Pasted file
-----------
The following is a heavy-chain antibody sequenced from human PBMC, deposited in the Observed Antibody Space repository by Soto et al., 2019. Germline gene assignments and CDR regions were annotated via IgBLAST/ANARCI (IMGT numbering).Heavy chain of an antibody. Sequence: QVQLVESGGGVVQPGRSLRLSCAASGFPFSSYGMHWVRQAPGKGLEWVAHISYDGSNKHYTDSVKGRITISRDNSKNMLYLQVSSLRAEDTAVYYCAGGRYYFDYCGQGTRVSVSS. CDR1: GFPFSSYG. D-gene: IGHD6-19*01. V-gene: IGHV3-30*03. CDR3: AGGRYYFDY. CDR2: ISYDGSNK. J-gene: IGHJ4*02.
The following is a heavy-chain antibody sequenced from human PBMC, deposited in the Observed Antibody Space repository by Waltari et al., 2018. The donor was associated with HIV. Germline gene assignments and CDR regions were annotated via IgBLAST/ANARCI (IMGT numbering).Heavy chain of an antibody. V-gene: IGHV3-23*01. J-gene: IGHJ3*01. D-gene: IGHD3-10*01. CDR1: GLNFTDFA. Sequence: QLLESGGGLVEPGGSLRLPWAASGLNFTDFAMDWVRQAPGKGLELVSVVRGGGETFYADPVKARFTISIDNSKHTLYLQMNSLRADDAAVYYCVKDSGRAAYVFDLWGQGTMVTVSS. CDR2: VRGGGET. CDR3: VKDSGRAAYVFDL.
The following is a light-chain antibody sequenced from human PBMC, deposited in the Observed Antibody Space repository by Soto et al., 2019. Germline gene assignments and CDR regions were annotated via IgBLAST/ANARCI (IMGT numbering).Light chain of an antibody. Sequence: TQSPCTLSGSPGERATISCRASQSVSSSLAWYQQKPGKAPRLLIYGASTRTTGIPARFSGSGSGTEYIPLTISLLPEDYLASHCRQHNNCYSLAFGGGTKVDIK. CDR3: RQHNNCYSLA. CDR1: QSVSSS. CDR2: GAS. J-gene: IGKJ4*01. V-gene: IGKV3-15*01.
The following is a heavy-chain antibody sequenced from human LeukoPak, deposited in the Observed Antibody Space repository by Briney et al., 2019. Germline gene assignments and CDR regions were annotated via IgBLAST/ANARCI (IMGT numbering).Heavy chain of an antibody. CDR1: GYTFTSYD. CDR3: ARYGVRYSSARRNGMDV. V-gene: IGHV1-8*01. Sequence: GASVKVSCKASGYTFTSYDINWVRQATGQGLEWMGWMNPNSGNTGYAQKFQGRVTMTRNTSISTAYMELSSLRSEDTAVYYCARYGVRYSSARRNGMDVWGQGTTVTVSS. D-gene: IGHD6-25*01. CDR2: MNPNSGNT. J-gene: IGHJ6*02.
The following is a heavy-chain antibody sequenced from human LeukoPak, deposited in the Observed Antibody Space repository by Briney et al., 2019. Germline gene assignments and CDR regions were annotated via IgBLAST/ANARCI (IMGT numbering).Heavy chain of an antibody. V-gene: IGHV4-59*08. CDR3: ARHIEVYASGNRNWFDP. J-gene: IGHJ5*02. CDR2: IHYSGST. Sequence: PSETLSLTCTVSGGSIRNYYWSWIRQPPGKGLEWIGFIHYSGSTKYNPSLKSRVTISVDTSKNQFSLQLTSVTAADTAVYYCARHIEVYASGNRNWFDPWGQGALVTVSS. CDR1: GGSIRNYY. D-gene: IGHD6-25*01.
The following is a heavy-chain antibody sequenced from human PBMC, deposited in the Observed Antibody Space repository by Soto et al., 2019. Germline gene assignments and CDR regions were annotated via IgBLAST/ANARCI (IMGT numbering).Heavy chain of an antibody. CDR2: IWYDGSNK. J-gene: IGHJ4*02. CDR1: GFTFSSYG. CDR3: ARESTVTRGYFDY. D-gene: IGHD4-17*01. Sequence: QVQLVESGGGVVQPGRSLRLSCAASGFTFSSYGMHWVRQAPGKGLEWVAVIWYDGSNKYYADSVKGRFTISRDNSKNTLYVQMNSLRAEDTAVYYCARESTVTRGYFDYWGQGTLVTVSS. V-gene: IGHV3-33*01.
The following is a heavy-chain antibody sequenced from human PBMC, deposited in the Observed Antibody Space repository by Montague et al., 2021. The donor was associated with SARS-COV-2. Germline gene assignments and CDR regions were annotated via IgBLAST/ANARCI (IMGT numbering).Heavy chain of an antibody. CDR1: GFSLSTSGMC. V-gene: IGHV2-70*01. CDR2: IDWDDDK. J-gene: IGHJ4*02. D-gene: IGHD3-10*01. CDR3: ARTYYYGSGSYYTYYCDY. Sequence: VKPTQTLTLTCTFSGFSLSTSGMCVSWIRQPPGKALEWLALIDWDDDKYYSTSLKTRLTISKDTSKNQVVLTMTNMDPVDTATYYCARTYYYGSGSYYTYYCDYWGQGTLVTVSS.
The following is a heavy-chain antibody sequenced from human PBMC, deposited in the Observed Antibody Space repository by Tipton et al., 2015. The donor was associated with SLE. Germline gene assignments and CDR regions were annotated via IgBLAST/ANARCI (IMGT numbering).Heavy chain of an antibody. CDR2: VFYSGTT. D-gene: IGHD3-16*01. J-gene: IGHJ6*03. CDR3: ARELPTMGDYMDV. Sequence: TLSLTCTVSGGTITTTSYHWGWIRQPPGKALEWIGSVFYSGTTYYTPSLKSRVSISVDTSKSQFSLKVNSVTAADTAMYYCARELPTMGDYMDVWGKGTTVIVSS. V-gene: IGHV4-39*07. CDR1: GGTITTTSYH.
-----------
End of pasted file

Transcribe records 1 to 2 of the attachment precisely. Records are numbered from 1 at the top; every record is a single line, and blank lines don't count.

The following is a heavy-chain antibody sequenced from human PBMC, deposited in the Observed Antibody Space repository by Soto et al., 2019. Germline gene assignments and CDR regions were annotated via IgBLAST/ANARCI (IMGT numbering).Heavy chain of an antibody. Sequence: QVQLVESGGGVVQPGRSLRLSCAASGFPFSSYGMHWVRQAPGKGLEWVAHISYDGSNKHYTDSVKGRITISRDNSKNMLYLQVSSLRAEDTAVYYCAGGRYYFDYCGQGTRVSVSS. CDR1: GFPFSSYG. D-gene: IGHD6-19*01. V-gene: IGHV3-30*03. CDR3: AGGRYYFDY. CDR2: ISYDGSNK. J-gene: IGHJ4*02.
The following is a heavy-chain antibody sequenced from human PBMC, deposited in the Observed Antibody Space repository by Waltari et al., 2018. The donor was associated with HIV. Germline gene assignments and CDR regions were annotated via IgBLAST/ANARCI (IMGT numbering).Heavy chain of an antibody. V-gene: IGHV3-23*01. J-gene: IGHJ3*01. D-gene: IGHD3-10*01. CDR1: GLNFTDFA. Sequence: QLLESGGGLVEPGGSLRLPWAASGLNFTDFAMDWVRQAPGKGLELVSVVRGGGETFYADPVKARFTISIDNSKHTLYLQMNSLRADDAAVYYCVKDSGRAAYVFDLWGQGTMVTVSS. CDR2: VRGGGET. CDR3: VKDSGRAAYVFDL.